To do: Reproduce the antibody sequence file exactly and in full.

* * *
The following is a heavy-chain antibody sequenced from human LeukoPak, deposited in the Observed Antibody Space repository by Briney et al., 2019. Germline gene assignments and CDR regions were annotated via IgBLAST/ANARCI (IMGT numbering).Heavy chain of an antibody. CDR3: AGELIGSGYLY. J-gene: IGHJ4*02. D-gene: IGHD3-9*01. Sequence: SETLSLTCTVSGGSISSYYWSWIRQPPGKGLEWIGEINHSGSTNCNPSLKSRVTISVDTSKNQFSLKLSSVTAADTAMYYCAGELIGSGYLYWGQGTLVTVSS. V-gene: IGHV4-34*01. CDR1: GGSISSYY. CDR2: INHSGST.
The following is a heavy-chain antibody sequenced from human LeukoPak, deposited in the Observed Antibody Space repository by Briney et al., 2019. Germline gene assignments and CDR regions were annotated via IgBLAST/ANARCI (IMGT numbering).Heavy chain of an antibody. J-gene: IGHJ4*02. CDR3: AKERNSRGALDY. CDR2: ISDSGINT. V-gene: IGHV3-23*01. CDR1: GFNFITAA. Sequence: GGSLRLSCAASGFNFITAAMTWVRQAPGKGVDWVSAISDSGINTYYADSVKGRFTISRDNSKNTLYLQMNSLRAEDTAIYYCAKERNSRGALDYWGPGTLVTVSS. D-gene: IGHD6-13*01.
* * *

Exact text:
The following is a heavy-chain antibody sequenced from human LeukoPak, deposited in the Observed Antibody Space repository by Briney et al., 2019. Germline gene assignments and CDR regions were annotated via IgBLAST/ANARCI (IMGT numbering).Heavy chain of an antibody. CDR3: AGELIGSGYLY. J-gene: IGHJ4*02. D-gene: IGHD3-9*01. Sequence: SETLSLTCTVSGGSISSYYWSWIRQPPGKGLEWIGEINHSGSTNCNPSLKSRVTISVDTSKNQFSLKLSSVTAADTAMYYCAGELIGSGYLYWGQGTLVTVSS. V-gene: IGHV4-34*01. CDR1: GGSISSYY. CDR2: INHSGST.
The following is a heavy-chain antibody sequenced from human LeukoPak, deposited in the Observed Antibody Space repository by Briney et al., 2019. Germline gene assignments and CDR regions were annotated via IgBLAST/ANARCI (IMGT numbering).Heavy chain of an antibody. J-gene: IGHJ4*02. CDR3: AKERNSRGALDY. CDR2: ISDSGINT. V-gene: IGHV3-23*01. CDR1: GFNFITAA. Sequence: GGSLRLSCAASGFNFITAAMTWVRQAPGKGVDWVSAISDSGINTYYADSVKGRFTISRDNSKNTLYLQMNSLRAEDTAIYYCAKERNSRGALDYWGPGTLVTVSS. D-gene: IGHD6-13*01.